Fed Nods To March Hike, Sketches QT With Runoff ‘Principles’

Inflation in the world's largest economy is still "elevated," the January FOMC statement said. That's due in part to "supply and demand imbalances related to the pandemic and the reopening of the economy." That (somewhat euphemistic) description was unchanged from the language employed in December, when the Fed jettisoned the much maligned "transitory" characterization on the way to citing "inflation developments" in explaining a decision to accelerate the wind down of monthly asset purchases.

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10 thoughts on “Fed Nods To March Hike, Sketches QT With Runoff ‘Principles’

  1. 15:00 “… inflation blah inflation blah inflation blah … “, SPY goes from green to red
    15:07 “… blah ‘wage price spiral’ blah ‘wage price spiral’ blah …”, SPY goes from red to redder 🙂
    15:10 “… blah inflation blah ‘the little people will still be able to eat’ blah inflation …”, SPY gets less red (Market senses the proper bag-holder has been found.)

  2. Keeps repeating situation different from 2015 etc.

    Reiterates “much stronger” economy with forecasted growth “well above” potential growth; labor market “much much stronger”, “very very strong”, “tremendously strong”; not expect supply chain issues to be resolved by end of year despite expected progress in 2H22 and “not making progress right now”.

    Meanwhile, his own forecast of inflation has increased slightly since Dec meeting.

    Repeats those differences will be reflected in policy. Declines to rule out 50 bp hike. Balance sheet reductions “sooner and faster” than last time, expect two more meetings to discuss BD reduction but “we are free to do this at any time”.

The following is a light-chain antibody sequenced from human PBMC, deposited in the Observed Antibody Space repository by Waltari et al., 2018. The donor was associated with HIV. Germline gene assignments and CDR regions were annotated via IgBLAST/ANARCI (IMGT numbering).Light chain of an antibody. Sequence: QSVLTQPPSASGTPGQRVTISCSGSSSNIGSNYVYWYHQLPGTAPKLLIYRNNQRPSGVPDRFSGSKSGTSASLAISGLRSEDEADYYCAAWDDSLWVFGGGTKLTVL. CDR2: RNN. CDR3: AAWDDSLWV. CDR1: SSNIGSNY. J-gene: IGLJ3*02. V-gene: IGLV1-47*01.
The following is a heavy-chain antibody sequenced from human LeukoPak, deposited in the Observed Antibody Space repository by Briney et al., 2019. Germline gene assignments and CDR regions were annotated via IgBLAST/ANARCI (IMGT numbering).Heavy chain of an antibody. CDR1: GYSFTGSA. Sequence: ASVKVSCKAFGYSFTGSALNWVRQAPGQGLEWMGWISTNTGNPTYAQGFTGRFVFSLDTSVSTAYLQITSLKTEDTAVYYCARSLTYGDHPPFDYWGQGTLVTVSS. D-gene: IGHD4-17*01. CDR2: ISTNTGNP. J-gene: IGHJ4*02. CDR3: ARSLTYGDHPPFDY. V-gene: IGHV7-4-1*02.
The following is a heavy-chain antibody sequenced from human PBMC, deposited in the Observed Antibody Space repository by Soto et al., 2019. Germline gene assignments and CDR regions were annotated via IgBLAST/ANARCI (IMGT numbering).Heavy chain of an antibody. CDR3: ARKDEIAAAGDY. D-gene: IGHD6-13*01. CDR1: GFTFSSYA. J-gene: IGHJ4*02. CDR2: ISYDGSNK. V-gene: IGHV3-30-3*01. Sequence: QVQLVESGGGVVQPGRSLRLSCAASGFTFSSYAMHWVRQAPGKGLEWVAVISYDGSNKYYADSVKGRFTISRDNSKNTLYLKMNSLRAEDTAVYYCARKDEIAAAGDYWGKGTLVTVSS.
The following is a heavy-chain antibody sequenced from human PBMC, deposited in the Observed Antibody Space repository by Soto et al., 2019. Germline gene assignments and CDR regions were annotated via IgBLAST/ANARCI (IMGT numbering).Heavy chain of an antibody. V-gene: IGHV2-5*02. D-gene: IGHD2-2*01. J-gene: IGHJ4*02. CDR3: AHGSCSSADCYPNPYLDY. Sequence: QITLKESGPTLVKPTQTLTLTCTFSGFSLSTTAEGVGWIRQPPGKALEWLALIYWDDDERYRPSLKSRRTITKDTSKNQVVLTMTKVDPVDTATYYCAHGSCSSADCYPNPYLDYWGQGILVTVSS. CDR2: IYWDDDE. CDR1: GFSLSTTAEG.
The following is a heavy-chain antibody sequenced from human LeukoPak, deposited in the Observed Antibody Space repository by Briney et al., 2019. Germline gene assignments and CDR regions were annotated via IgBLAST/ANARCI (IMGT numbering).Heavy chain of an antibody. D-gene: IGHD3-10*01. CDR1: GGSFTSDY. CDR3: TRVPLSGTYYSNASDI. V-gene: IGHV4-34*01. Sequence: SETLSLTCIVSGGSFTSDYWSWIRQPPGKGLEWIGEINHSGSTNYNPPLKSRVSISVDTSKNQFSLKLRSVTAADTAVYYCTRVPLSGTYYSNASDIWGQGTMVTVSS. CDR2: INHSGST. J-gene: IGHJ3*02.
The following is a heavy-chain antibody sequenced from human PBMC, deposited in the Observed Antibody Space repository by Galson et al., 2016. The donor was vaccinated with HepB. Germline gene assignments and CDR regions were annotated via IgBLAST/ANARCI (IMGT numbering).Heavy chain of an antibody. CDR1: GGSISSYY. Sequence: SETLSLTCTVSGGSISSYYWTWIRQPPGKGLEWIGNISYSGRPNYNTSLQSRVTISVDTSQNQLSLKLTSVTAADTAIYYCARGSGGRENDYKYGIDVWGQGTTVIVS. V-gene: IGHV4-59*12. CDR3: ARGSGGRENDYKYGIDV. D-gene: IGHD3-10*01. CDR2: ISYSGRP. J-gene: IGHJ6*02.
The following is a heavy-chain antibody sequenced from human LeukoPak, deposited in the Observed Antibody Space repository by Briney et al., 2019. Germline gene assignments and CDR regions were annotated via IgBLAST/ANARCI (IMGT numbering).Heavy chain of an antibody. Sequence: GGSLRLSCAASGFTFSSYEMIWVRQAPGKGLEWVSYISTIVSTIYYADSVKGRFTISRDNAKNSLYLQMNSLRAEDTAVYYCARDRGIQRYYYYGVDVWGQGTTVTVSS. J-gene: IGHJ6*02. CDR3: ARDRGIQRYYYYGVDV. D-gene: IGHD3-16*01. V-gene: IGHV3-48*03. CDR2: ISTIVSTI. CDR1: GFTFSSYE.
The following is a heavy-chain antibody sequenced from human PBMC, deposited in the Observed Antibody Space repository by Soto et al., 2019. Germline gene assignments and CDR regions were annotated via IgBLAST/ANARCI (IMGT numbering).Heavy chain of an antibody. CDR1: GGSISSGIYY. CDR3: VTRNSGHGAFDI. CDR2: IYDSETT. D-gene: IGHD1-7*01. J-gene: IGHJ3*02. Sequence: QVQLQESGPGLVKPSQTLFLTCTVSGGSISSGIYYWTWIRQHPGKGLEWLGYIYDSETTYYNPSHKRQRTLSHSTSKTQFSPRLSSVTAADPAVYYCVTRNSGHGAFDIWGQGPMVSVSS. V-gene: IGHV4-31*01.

Don’t see the dovish hints that Street was starting to hope for.

  3. Sigh. Another Fed meeting, another wild and wacky reaction by markets in their attempts to “parse” the communication. I know it’s traditional for the post-meeting market reaction to be a zombie dance, but good grief! Invariably, it seems the Fed chair says (or the statement notes) something logical and reasonable and fully expected, but what matters is how a disjointed irrational mob of professionals interprets it. Like today. “He just said there’s room for lots more hikes!” “No, I think he said he is unlikely to hurt the labor market.” “Hikes! Lots of ’em!” I’d like to think the folks driving the market in real-time were as dispassionate and analytical as H. But they aren’t. And don’t blame this one on retail either – we don’t read the announcement or watch the press conferences. 😉

    1. Yeah, retail was forced out on Monday around noon. The professionals, who’ve more or less been on the side lines since mid-Nov, have been the dip buyers this time around. I’d guess that retail investors won’t be back until the market looks more like what they’re used to, hopefully by March.

      Man, today was quite a ride!

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